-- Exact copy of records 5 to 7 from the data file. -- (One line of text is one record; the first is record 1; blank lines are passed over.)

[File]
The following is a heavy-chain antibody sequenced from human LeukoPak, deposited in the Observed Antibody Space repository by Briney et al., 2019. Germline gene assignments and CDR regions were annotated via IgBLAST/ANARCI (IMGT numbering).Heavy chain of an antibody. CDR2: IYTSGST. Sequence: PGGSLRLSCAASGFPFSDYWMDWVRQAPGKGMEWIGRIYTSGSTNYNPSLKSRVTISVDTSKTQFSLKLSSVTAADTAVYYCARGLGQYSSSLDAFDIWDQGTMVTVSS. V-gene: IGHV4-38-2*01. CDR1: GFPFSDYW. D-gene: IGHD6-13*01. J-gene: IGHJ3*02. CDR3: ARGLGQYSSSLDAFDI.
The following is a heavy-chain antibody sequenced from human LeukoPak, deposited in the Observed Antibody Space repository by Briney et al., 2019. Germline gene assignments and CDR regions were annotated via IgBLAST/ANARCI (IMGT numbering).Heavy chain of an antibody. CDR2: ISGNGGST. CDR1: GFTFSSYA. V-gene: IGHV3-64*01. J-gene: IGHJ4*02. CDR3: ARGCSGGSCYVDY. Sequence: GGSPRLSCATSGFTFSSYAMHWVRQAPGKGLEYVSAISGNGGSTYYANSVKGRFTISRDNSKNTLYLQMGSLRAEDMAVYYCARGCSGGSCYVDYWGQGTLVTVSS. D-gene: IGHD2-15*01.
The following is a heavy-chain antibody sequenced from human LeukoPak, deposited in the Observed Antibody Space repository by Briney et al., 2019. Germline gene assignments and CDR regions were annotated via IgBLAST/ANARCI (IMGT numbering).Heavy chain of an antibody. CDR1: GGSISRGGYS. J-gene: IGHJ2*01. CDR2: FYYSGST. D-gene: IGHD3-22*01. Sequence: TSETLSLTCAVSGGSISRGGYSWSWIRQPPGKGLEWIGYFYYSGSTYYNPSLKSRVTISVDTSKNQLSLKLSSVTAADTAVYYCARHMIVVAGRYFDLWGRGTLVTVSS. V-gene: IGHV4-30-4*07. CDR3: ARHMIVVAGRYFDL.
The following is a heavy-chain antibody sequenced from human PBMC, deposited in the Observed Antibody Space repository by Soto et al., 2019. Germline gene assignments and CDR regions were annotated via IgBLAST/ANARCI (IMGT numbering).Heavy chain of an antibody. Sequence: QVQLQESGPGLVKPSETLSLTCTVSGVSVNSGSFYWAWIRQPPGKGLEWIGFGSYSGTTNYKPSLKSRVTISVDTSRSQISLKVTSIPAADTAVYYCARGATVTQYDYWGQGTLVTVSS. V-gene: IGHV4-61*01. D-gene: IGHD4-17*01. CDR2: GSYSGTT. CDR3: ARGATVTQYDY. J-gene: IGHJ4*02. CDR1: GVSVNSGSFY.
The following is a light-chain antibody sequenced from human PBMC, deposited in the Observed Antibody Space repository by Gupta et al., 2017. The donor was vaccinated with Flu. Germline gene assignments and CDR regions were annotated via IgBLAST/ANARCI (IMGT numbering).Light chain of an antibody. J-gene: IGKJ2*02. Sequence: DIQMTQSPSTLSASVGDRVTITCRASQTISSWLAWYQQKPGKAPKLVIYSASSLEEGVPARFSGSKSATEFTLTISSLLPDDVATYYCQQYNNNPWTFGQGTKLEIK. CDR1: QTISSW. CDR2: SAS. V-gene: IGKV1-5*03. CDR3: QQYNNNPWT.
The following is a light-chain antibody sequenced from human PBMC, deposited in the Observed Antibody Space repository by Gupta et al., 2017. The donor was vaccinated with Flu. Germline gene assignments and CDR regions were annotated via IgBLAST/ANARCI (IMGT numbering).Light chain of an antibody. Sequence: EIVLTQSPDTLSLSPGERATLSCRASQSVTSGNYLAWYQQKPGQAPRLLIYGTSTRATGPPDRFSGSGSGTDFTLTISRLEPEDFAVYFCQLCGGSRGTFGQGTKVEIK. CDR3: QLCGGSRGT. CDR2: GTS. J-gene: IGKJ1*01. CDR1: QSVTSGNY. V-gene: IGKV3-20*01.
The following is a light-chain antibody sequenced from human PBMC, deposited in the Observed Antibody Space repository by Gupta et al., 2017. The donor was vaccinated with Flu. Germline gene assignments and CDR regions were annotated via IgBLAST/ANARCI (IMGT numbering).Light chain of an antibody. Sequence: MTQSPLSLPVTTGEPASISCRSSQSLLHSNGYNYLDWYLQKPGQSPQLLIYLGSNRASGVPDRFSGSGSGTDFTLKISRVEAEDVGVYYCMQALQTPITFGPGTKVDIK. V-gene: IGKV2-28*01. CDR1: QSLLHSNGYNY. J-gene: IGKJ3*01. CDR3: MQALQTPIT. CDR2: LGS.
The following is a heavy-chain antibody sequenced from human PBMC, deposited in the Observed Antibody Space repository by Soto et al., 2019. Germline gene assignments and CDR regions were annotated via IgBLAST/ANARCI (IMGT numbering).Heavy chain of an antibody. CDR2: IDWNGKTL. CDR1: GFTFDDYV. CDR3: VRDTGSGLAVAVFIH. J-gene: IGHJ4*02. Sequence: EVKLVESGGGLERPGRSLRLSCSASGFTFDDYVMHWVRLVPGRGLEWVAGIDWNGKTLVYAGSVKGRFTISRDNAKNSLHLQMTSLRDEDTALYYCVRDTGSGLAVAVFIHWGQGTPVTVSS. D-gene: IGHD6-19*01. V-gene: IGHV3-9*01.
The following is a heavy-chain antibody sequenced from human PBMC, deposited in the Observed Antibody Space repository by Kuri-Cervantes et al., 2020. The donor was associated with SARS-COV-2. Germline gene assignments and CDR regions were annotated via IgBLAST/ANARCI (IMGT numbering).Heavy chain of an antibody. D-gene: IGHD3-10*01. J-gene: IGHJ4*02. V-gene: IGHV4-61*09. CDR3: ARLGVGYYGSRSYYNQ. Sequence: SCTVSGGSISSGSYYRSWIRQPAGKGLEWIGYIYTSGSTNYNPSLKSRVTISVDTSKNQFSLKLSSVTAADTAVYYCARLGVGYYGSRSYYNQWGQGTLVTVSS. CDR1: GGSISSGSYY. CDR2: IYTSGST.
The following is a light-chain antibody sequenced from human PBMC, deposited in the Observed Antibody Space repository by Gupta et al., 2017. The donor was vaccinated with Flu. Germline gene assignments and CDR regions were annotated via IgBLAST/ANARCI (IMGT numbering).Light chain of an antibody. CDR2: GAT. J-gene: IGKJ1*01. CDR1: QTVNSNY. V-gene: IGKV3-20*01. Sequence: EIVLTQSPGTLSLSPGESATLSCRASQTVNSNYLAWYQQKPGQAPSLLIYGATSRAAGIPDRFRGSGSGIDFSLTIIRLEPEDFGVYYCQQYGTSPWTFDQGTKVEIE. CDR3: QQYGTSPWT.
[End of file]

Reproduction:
The following is a light-chain antibody sequenced from human PBMC, deposited in the Observed Antibody Space repository by Gupta et al., 2017. The donor was vaccinated with Flu. Germline gene assignments and CDR regions were annotated via IgBLAST/ANARCI (IMGT numbering).Light chain of an antibody. J-gene: IGKJ2*02. Sequence: DIQMTQSPSTLSASVGDRVTITCRASQTISSWLAWYQQKPGKAPKLVIYSASSLEEGVPARFSGSKSATEFTLTISSLLPDDVATYYCQQYNNNPWTFGQGTKLEIK. CDR1: QTISSW. CDR2: SAS. V-gene: IGKV1-5*03. CDR3: QQYNNNPWT.
The following is a light-chain antibody sequenced from human PBMC, deposited in the Observed Antibody Space repository by Gupta et al., 2017. The donor was vaccinated with Flu. Germline gene assignments and CDR regions were annotated via IgBLAST/ANARCI (IMGT numbering).Light chain of an antibody. Sequence: EIVLTQSPDTLSLSPGERATLSCRASQSVTSGNYLAWYQQKPGQAPRLLIYGTSTRATGPPDRFSGSGSGTDFTLTISRLEPEDFAVYFCQLCGGSRGTFGQGTKVEIK. CDR3: QLCGGSRGT. CDR2: GTS. J-gene: IGKJ1*01. CDR1: QSVTSGNY. V-gene: IGKV3-20*01.
The following is a light-chain antibody sequenced from human PBMC, deposited in the Observed Antibody Space repository by Gupta et al., 2017. The donor was vaccinated with Flu. Germline gene assignments and CDR regions were annotated via IgBLAST/ANARCI (IMGT numbering).Light chain of an antibody. Sequence: MTQSPLSLPVTTGEPASISCRSSQSLLHSNGYNYLDWYLQKPGQSPQLLIYLGSNRASGVPDRFSGSGSGTDFTLKISRVEAEDVGVYYCMQALQTPITFGPGTKVDIK. V-gene: IGKV2-28*01. CDR1: QSLLHSNGYNY. J-gene: IGKJ3*01. CDR3: MQALQTPIT. CDR2: LGS.